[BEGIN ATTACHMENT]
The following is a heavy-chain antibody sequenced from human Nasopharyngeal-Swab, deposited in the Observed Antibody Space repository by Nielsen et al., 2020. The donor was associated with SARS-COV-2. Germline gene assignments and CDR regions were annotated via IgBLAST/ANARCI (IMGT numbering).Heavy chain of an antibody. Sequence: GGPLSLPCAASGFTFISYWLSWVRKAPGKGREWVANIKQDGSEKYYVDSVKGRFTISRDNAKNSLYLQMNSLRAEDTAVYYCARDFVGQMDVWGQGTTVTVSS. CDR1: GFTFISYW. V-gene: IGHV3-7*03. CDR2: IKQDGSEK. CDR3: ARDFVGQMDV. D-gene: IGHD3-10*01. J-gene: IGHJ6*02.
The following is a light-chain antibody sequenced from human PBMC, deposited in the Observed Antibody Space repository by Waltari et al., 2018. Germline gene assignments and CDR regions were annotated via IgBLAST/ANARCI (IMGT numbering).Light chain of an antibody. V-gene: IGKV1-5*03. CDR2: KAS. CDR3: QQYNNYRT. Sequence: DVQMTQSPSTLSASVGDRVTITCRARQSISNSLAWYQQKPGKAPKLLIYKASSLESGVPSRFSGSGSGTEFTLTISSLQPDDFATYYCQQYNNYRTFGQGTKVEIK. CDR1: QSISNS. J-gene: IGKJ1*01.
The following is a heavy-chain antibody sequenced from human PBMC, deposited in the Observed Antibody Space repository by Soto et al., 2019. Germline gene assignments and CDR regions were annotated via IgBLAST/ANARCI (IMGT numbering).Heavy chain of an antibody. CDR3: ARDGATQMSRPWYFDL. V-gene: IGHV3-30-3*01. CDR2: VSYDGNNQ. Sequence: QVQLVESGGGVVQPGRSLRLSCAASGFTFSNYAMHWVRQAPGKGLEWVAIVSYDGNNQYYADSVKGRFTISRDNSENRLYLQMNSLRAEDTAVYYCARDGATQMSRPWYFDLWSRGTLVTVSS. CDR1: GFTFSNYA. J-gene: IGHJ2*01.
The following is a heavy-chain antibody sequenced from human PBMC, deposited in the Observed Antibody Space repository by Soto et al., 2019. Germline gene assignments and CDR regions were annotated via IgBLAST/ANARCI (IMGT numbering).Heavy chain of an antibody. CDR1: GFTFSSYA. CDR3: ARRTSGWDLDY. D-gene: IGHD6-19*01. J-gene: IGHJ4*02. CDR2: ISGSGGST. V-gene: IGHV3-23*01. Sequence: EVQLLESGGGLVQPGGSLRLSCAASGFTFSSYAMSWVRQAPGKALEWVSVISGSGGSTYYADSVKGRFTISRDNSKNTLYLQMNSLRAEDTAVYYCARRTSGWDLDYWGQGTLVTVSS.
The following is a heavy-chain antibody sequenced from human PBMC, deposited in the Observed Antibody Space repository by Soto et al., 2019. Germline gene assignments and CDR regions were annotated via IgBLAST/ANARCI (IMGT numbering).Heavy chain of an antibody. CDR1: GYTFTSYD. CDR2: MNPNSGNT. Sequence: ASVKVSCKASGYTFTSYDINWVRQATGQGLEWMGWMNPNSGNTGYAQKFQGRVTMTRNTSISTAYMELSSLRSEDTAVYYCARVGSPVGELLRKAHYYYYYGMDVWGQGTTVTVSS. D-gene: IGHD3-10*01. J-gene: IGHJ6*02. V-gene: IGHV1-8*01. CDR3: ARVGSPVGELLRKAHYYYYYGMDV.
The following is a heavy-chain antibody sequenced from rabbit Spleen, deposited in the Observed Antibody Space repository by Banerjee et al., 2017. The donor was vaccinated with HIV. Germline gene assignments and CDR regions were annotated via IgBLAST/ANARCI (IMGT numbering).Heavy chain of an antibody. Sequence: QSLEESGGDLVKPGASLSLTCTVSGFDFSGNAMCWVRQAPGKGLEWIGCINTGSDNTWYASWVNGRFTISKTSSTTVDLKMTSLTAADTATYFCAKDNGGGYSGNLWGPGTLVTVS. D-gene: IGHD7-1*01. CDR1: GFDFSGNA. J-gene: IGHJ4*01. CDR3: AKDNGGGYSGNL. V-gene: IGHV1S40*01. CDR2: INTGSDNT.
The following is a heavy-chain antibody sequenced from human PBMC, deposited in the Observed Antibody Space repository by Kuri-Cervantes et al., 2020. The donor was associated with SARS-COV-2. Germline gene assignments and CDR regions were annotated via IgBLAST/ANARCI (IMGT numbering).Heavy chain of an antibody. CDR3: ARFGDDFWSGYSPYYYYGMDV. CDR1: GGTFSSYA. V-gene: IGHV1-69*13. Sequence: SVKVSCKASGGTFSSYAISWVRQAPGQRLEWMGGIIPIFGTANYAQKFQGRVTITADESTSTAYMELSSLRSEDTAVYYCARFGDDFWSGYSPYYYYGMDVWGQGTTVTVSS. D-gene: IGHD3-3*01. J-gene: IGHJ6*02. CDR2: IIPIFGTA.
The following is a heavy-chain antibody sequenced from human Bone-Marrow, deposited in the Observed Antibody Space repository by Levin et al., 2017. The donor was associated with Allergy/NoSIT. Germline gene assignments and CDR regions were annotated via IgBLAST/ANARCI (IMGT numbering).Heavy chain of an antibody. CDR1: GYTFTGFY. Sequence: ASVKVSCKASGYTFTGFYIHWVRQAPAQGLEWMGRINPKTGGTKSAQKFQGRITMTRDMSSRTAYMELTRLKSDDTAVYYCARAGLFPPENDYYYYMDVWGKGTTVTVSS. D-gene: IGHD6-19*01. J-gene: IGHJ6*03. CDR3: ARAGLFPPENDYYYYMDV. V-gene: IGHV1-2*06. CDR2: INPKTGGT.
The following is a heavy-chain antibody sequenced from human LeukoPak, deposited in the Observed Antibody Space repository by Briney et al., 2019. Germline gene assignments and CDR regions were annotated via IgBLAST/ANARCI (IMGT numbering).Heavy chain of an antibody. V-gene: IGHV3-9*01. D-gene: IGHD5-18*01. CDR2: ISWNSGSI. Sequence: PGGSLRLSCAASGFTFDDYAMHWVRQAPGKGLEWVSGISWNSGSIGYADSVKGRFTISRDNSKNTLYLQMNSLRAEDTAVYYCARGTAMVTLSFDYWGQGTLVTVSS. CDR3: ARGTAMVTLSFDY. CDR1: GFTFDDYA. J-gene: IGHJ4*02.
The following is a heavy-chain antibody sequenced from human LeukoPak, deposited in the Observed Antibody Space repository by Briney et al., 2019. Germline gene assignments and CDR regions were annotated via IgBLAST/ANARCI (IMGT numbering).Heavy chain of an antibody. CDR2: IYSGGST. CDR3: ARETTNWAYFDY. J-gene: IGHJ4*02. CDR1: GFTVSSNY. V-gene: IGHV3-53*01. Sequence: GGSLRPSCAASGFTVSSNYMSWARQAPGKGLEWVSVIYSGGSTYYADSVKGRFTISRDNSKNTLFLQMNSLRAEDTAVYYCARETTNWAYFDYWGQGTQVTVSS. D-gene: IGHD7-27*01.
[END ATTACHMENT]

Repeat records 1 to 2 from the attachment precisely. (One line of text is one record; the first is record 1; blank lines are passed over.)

The following is a heavy-chain antibody sequenced from human Nasopharyngeal-Swab, deposited in the Observed Antibody Space repository by Nielsen et al., 2020. The donor was associated with SARS-COV-2. Germline gene assignments and CDR regions were annotated via IgBLAST/ANARCI (IMGT numbering).Heavy chain of an antibody. Sequence: GGPLSLPCAASGFTFISYWLSWVRKAPGKGREWVANIKQDGSEKYYVDSVKGRFTISRDNAKNSLYLQMNSLRAEDTAVYYCARDFVGQMDVWGQGTTVTVSS. CDR1: GFTFISYW. V-gene: IGHV3-7*03. CDR2: IKQDGSEK. CDR3: ARDFVGQMDV. D-gene: IGHD3-10*01. J-gene: IGHJ6*02.
The following is a light-chain antibody sequenced from human PBMC, deposited in the Observed Antibody Space repository by Waltari et al., 2018. Germline gene assignments and CDR regions were annotated via IgBLAST/ANARCI (IMGT numbering).Light chain of an antibody. V-gene: IGKV1-5*03. CDR2: KAS. CDR3: QQYNNYRT. Sequence: DVQMTQSPSTLSASVGDRVTITCRARQSISNSLAWYQQKPGKAPKLLIYKASSLESGVPSRFSGSGSGTEFTLTISSLQPDDFATYYCQQYNNYRTFGQGTKVEIK. CDR1: QSISNS. J-gene: IGKJ1*01.